The Visitors(The Play) – To Welcome or Repel

The Visitors, now at The Riverside Theatre, is a new production from award-winning Muruwari writer Jane Harrison. Her play first transfixed audiences at The Sydney Festival in 2020. Quandamooka director Wesley Enoch teams up once again with Harrison to create a masterful reimagining of the First Fleet’s arrival from a First Nations perspective. This contemporary version shows movement and inclusivity by welcoming two women characters into the role of leaders, whereas the previous play had an all-male cast playing elders. The use of the Dharug Dhalang language throughout the script lends authenticity to the discussions and is beautiful to hear.

The Moogahlin Performing Arts and The Sydney Theatre Company bring us back to a warm summer day in January 1788. A day that will impact the history of the Eora nation. Birds are chirping, waves are lapping. Elizabeth Gadsby designed the set so that the stage feels spacious, with mountains of shells piled on the ground and driftwood lying around. A colossal sandstone rock takes centre stage, creating a solid presence, with the gold of the stone glittering under the warm lighting. Six clan leaders and one man, an ersatz leader, gather on this escarpment at the ocean’s edge (which we now know as Sydney Cove,) looking out to sea and warily watching some fleet of giant nawi (ships) sail closer and closer. 

The Play

They have seen ships come before, but they have never stayed. This time, they are told that ships with many mobs are on the way. The leaders from different clans discuss how they will respond to the strangers. Shall they be welcomed ashore, or should they turn them away and, if necessary, engage in war? 

They must each present their reasons for their opinion and must make a unanimous decision. This becomes the underlying premise of The Visitors.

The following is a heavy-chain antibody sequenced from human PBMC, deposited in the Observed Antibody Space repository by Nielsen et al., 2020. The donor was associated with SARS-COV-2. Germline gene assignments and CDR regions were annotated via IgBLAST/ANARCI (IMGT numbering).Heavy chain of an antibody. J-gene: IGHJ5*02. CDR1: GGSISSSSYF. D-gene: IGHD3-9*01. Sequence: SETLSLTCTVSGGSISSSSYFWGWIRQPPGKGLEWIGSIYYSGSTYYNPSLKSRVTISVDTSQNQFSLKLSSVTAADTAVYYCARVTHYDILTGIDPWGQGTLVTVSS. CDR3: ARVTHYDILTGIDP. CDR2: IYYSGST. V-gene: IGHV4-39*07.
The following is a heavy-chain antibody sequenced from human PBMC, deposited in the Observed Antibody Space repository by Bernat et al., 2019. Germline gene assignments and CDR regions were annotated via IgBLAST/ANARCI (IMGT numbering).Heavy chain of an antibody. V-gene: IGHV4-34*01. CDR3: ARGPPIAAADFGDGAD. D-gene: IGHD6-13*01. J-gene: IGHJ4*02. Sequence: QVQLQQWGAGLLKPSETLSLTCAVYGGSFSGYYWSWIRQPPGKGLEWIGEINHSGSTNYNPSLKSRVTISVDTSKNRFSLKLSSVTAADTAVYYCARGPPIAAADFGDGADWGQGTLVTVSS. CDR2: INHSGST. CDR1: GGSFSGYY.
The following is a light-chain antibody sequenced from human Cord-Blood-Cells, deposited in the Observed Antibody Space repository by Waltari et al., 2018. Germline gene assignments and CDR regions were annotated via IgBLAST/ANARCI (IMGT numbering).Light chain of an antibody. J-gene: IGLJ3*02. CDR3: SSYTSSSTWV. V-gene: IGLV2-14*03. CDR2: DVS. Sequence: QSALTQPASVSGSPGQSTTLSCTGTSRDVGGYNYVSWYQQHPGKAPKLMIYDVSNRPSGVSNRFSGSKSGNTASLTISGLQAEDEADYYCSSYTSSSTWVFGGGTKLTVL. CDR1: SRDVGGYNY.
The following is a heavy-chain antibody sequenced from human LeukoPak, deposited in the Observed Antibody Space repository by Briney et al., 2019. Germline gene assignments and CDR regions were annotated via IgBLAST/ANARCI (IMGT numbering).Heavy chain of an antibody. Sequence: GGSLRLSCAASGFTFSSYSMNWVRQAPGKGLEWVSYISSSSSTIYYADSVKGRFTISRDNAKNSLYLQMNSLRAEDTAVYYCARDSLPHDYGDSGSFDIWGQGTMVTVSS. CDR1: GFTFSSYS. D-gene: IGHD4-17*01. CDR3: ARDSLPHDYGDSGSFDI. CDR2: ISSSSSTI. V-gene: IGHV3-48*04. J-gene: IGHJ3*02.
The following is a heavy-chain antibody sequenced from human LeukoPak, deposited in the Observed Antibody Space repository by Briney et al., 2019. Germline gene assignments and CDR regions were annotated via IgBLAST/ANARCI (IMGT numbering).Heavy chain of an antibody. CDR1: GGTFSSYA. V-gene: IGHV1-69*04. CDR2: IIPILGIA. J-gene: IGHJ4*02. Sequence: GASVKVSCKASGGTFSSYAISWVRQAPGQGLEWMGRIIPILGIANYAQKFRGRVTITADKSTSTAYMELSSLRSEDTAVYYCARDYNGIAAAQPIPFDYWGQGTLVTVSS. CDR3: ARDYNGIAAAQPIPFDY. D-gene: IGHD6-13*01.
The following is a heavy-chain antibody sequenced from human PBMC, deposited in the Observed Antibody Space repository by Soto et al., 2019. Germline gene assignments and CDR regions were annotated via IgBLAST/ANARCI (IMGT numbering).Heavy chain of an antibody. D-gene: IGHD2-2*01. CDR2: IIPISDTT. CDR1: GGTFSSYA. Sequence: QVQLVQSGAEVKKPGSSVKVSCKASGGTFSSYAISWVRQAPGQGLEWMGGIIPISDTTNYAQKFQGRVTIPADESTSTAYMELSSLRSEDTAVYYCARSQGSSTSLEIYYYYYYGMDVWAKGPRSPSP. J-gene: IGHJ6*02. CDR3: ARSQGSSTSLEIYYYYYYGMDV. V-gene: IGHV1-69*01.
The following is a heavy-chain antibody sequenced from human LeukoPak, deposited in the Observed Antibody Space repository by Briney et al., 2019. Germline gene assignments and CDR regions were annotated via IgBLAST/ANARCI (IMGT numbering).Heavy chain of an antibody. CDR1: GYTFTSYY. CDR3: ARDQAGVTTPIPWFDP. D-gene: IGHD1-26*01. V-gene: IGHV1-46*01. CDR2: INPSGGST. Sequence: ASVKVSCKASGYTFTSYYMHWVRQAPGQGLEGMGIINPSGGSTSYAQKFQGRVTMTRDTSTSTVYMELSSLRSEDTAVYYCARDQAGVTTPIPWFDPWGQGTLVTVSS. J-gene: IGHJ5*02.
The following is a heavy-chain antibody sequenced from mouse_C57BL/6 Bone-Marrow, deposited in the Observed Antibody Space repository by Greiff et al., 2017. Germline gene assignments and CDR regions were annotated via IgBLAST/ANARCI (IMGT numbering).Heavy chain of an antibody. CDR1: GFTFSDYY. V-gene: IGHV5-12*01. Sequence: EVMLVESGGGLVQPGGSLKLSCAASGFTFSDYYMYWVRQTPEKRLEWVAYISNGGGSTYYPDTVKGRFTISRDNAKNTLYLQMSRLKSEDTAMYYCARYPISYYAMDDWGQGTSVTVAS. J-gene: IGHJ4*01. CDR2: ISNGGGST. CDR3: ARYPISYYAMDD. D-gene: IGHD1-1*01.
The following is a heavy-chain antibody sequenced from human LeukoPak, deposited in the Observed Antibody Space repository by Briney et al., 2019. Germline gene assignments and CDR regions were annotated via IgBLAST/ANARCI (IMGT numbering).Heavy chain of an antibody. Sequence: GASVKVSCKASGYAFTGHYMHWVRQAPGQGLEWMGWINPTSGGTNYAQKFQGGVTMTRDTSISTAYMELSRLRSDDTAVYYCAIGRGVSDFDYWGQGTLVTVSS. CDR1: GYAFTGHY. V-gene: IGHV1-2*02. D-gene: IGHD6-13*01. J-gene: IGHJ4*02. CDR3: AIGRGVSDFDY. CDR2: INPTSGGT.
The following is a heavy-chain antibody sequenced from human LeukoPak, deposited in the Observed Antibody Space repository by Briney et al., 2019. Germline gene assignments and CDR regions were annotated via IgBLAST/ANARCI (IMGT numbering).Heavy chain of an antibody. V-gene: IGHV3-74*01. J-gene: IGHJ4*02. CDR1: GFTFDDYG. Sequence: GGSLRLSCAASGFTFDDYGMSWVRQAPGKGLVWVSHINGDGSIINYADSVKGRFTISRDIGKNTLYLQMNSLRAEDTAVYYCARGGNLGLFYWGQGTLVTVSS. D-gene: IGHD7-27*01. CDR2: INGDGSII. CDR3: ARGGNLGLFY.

With Gary chairing the meeting, the Elders take turns to speak. Each story is subtly complemented by soundscape changes, thanks to sound designer Brendan Boney. We hear stories about previous encounters with the people from the nawi as each elder presents an argument justifying their opinion. 

The conversations are done diplomatically, with one speaker meant to be talking at one time. However, in a vein similar to some current parliamentary meetings, when people become passionate about a stance, their voices become louder until others join in, and the meeting disintegrates into a noisy ruckus. This is not an easy decision. The audience learns there is an innate culture of welcoming people onto their land usually. They help others in need with the use of herbal medicines. However, the unknown intentions of the people on the nawi must be factored into consideration. 

Enoch has gathered a magnificent cast. A standout performance was given by Aaron Pedersen, playing Gordon, who delivered a strong emotional performance throughout, particularly in his final speech. Elaine Crombie (as Jaky), Dalara Williams (as Wallace), Kyle Morrison (as Joseph), Beau Dean Riley Smith (as Albert), Guy Simon (as Gary) and Joseph Wunujaka Althouse (as Lawrence) complete this stellar cast and worked together to create some comedic lines, breaking up the tensions during the discussions. They earned a well-deserved standing ovation from the audience on the night I attended.

The timing of the opening performance at The Riverside Theatre comes just after the result of The Voice Referendum, and we leave with an echo of pre-colonisation life and questions of how different things may have been if certain events in history had changed. Jane Harrison has lent her voice, in a form common to First Nation Australian peoples – as a storyteller to fully capture our attention.

The Visitors was a thought-provoking performance that will stay with the audience long after the lights dim.

“Visitors don’t stay; that’s why they’re called visitors” – Wallace.

This review also appears on It’s On The House, or checkout more reviews at Dark Stories Theatre Reviews.

Spread the word on your favourite platform!